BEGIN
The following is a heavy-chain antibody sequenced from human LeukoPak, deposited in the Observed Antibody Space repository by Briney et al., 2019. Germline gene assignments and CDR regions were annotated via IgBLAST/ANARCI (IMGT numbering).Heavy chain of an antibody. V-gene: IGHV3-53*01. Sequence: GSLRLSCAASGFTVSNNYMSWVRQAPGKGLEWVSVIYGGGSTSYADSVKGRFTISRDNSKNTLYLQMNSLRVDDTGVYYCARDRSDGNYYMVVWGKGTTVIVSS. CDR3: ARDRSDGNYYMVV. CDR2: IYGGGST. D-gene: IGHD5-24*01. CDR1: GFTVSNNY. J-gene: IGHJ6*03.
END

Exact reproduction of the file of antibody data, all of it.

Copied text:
The following is a heavy-chain antibody sequenced from human LeukoPak, deposited in the Observed Antibody Space repository by Briney et al., 2019. Germline gene assignments and CDR regions were annotated via IgBLAST/ANARCI (IMGT numbering).Heavy chain of an antibody. V-gene: IGHV3-53*01. Sequence: GSLRLSCAASGFTVSNNYMSWVRQAPGKGLEWVSVIYGGGSTSYADSVKGRFTISRDNSKNTLYLQMNSLRVDDTGVYYCARDRSDGNYYMVVWGKGTTVIVSS. CDR3: ARDRSDGNYYMVV. CDR2: IYGGGST. D-gene: IGHD5-24*01. CDR1: GFTVSNNY. J-gene: IGHJ6*03.